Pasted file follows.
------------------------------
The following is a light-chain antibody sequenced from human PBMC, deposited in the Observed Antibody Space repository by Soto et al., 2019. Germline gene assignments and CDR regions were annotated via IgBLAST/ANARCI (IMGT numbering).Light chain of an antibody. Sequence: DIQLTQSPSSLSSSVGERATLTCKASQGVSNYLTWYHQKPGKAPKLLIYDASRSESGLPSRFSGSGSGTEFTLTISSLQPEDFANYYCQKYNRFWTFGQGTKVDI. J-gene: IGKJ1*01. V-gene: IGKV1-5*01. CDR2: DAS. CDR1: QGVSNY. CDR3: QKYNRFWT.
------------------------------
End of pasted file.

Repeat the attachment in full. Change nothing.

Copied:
The following is a light-chain antibody sequenced from human PBMC, deposited in the Observed Antibody Space repository by Soto et al., 2019. Germline gene assignments and CDR regions were annotated via IgBLAST/ANARCI (IMGT numbering).Light chain of an antibody. Sequence: DIQLTQSPSSLSSSVGERATLTCKASQGVSNYLTWYHQKPGKAPKLLIYDASRSESGLPSRFSGSGSGTEFTLTISSLQPEDFANYYCQKYNRFWTFGQGTKVDI. J-gene: IGKJ1*01. V-gene: IGKV1-5*01. CDR2: DAS. CDR1: QGVSNY. CDR3: QKYNRFWT.